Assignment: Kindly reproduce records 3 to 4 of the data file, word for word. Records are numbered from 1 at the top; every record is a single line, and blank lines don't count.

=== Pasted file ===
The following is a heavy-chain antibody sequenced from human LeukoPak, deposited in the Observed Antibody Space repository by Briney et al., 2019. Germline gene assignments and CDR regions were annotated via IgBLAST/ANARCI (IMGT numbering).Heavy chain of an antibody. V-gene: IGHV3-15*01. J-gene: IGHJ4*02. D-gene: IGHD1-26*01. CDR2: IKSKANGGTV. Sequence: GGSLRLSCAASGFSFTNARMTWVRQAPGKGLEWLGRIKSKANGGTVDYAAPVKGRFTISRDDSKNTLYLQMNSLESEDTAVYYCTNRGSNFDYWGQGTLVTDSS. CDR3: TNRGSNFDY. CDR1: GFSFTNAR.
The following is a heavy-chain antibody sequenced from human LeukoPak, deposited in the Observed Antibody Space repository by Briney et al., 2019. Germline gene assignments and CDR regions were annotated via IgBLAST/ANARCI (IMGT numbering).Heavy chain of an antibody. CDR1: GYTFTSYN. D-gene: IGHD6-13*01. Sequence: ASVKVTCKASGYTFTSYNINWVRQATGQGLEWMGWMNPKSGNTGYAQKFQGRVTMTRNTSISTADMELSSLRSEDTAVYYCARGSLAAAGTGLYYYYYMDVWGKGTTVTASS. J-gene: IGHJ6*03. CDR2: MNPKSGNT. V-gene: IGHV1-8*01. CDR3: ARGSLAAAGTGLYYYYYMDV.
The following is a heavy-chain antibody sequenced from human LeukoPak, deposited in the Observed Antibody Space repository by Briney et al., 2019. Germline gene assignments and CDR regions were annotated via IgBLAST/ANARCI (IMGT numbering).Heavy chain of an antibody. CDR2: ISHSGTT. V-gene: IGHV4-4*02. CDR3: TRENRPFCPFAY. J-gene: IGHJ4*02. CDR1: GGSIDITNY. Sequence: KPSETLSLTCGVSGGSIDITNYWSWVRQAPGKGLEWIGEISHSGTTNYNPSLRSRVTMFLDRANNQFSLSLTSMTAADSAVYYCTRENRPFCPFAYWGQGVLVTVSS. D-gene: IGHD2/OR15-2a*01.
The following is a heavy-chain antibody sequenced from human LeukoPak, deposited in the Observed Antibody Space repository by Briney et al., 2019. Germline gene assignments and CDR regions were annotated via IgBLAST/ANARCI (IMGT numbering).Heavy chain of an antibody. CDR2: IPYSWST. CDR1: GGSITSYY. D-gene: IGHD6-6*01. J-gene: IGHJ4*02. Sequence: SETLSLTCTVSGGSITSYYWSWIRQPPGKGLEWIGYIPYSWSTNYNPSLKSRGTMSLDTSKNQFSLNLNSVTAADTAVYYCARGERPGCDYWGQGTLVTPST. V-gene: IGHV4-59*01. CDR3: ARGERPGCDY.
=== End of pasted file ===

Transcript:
The following is a heavy-chain antibody sequenced from human LeukoPak, deposited in the Observed Antibody Space repository by Briney et al., 2019. Germline gene assignments and CDR regions were annotated via IgBLAST/ANARCI (IMGT numbering).Heavy chain of an antibody. CDR2: ISHSGTT. V-gene: IGHV4-4*02. CDR3: TRENRPFCPFAY. J-gene: IGHJ4*02. CDR1: GGSIDITNY. Sequence: KPSETLSLTCGVSGGSIDITNYWSWVRQAPGKGLEWIGEISHSGTTNYNPSLRSRVTMFLDRANNQFSLSLTSMTAADSAVYYCTRENRPFCPFAYWGQGVLVTVSS. D-gene: IGHD2/OR15-2a*01.
The following is a heavy-chain antibody sequenced from human LeukoPak, deposited in the Observed Antibody Space repository by Briney et al., 2019. Germline gene assignments and CDR regions were annotated via IgBLAST/ANARCI (IMGT numbering).Heavy chain of an antibody. CDR2: IPYSWST. CDR1: GGSITSYY. D-gene: IGHD6-6*01. J-gene: IGHJ4*02. Sequence: SETLSLTCTVSGGSITSYYWSWIRQPPGKGLEWIGYIPYSWSTNYNPSLKSRGTMSLDTSKNQFSLNLNSVTAADTAVYYCARGERPGCDYWGQGTLVTPST. V-gene: IGHV4-59*01. CDR3: ARGERPGCDY.